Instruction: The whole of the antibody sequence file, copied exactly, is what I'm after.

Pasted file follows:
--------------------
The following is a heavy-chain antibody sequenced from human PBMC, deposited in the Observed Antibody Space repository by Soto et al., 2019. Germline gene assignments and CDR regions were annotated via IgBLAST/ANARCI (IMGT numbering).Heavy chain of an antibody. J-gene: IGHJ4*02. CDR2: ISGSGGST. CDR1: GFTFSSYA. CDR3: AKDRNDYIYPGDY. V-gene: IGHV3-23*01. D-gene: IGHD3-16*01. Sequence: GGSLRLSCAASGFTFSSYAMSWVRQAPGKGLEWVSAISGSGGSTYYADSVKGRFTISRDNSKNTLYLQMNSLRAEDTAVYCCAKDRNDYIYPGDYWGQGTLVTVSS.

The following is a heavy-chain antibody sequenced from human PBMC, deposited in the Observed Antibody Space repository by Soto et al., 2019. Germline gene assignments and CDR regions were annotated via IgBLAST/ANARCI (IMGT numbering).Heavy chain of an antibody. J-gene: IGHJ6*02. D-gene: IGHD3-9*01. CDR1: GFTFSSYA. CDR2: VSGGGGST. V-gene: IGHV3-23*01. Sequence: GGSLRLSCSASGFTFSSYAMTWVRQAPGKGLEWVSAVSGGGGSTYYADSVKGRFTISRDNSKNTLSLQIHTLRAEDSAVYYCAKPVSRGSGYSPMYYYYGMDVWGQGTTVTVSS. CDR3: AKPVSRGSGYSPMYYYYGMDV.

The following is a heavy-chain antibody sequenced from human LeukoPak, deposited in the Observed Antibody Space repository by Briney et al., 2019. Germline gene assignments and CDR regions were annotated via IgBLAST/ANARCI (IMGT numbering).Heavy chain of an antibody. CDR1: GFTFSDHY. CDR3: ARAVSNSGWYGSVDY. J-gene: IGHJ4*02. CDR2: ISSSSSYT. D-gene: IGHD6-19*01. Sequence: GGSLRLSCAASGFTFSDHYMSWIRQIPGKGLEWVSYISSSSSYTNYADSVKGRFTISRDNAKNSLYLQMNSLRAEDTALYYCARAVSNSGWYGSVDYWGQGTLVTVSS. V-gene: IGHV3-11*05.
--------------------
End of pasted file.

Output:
The following is a heavy-chain antibody sequenced from human PBMC, deposited in the Observed Antibody Space repository by Soto et al., 2019. Germline gene assignments and CDR regions were annotated via IgBLAST/ANARCI (IMGT numbering).Heavy chain of an antibody. J-gene: IGHJ4*02. CDR2: ISGSGGST. CDR1: GFTFSSYA. CDR3: AKDRNDYIYPGDY. V-gene: IGHV3-23*01. D-gene: IGHD3-16*01. Sequence: GGSLRLSCAASGFTFSSYAMSWVRQAPGKGLEWVSAISGSGGSTYYADSVKGRFTISRDNSKNTLYLQMNSLRAEDTAVYCCAKDRNDYIYPGDYWGQGTLVTVSS.

The following is a heavy-chain antibody sequenced from human PBMC, deposited in the Observed Antibody Space repository by Soto et al., 2019. Germline gene assignments and CDR regions were annotated via IgBLAST/ANARCI (IMGT numbering).Heavy chain of an antibody. J-gene: IGHJ6*02. D-gene: IGHD3-9*01. CDR1: GFTFSSYA. CDR2: VSGGGGST. V-gene: IGHV3-23*01. Sequence: GGSLRLSCSASGFTFSSYAMTWVRQAPGKGLEWVSAVSGGGGSTYYADSVKGRFTISRDNSKNTLSLQIHTLRAEDSAVYYCAKPVSRGSGYSPMYYYYGMDVWGQGTTVTVSS. CDR3: AKPVSRGSGYSPMYYYYGMDV.

The following is a heavy-chain antibody sequenced from human LeukoPak, deposited in the Observed Antibody Space repository by Briney et al., 2019. Germline gene assignments and CDR regions were annotated via IgBLAST/ANARCI (IMGT numbering).Heavy chain of an antibody. CDR1: GFTFSDHY. CDR3: ARAVSNSGWYGSVDY. J-gene: IGHJ4*02. CDR2: ISSSSSYT. D-gene: IGHD6-19*01. Sequence: GGSLRLSCAASGFTFSDHYMSWIRQIPGKGLEWVSYISSSSSYTNYADSVKGRFTISRDNAKNSLYLQMNSLRAEDTALYYCARAVSNSGWYGSVDYWGQGTLVTVSS. V-gene: IGHV3-11*05.